Months passed and as the memory of my journey south faded the pink cloth cover came to increasingly stare me down and challenge me from the shelf. I finally picked it up. Surprisingly, the pages turned faster this time. Either more of it made sense or I didn’t care so much whether any of it made sense. I could hear the voices, laughing and raspy, I could see the characters, and behind them I thought I could see New Orleans. Just holding the copy I bought there made me fill in the streets of imaginary European towns like Clemenza and Valmouth with images I had collected from a very real American city. But there were also more subtle reminders of New Orleans coming from the words themselves, from the churches and railway stations inside the novels. As Firbank became easier to interpret, his book became a way to interpret the city I had found. A man who had never written about New Orleans nevertheless wrote novels that capture the city’s disorienting blend of the sacred and the profane. Someone else had graciously taken the pains to write my travel diary.

Concerning the Eccentricities of Cardinal Pirelli, Firbank’s last and posthumously published novel, begins with a baptism and ends with a death. The eccentric Spanish cardinal Don Alvaro Narciso Hernando Pirelli deems it fitting to baptize a newborn police dog named Crack, and, fifty pages later, dies nude while chasing a choir boy named Chicklet. In between, little happens that can be called plot. The pope has gotten word of the cardinal’s embarrassing actions and calls him to Rome. Pirelli retreats to a monastery to prepare his defense and set out his clothes for what could be his final sojourn as cardinal. “Those for the frontier. Those for the train,” he says, “addressing a phantom porter.”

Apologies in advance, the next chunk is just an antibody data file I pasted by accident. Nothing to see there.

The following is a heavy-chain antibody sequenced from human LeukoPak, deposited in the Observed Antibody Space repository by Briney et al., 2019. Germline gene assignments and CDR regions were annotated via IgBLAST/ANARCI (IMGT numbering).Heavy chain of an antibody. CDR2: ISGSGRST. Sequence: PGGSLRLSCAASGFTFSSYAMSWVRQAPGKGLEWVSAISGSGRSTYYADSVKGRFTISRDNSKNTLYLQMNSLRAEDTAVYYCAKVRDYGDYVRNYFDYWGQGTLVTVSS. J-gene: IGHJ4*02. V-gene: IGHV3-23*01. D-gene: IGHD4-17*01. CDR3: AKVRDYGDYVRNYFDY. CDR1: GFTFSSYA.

I set out my clothes for the twenty-hour train ride to New Orleans while also facing unemployment. Sick of the dead ends and follow-up calls in an endless application process, I decided to spend what I had and flee, but in such a way as to embellish the act of fleeing. At midnight the Crescent 19 came to a sudden halt in front of me, and my porter, a small, dark-skinned man named Emmanuel, slid down the railings of a stepladder.